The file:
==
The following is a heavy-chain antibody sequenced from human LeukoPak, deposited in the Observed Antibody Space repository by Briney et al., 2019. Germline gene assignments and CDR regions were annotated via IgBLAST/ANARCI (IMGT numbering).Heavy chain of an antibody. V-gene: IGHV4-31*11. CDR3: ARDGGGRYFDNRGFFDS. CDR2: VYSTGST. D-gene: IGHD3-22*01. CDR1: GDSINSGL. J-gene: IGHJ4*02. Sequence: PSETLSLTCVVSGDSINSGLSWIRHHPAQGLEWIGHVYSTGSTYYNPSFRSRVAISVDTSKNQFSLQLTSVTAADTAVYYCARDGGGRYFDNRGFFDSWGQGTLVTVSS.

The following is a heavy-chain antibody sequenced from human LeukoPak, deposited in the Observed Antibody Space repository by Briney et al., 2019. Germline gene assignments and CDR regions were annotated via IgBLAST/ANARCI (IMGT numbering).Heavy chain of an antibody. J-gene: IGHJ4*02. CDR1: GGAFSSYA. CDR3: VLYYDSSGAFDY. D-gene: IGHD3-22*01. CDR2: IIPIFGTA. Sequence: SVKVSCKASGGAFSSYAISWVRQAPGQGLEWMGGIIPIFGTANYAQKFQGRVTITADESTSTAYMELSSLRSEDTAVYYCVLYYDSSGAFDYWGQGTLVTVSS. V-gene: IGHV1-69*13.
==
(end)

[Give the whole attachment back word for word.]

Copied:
The following is a heavy-chain antibody sequenced from human LeukoPak, deposited in the Observed Antibody Space repository by Briney et al., 2019. Germline gene assignments and CDR regions were annotated via IgBLAST/ANARCI (IMGT numbering).Heavy chain of an antibody. V-gene: IGHV4-31*11. CDR3: ARDGGGRYFDNRGFFDS. CDR2: VYSTGST. D-gene: IGHD3-22*01. CDR1: GDSINSGL. J-gene: IGHJ4*02. Sequence: PSETLSLTCVVSGDSINSGLSWIRHHPAQGLEWIGHVYSTGSTYYNPSFRSRVAISVDTSKNQFSLQLTSVTAADTAVYYCARDGGGRYFDNRGFFDSWGQGTLVTVSS.

The following is a heavy-chain antibody sequenced from human LeukoPak, deposited in the Observed Antibody Space repository by Briney et al., 2019. Germline gene assignments and CDR regions were annotated via IgBLAST/ANARCI (IMGT numbering).Heavy chain of an antibody. J-gene: IGHJ4*02. CDR1: GGAFSSYA. CDR3: VLYYDSSGAFDY. D-gene: IGHD3-22*01. CDR2: IIPIFGTA. Sequence: SVKVSCKASGGAFSSYAISWVRQAPGQGLEWMGGIIPIFGTANYAQKFQGRVTITADESTSTAYMELSSLRSEDTAVYYCVLYYDSSGAFDYWGQGTLVTVSS. V-gene: IGHV1-69*13.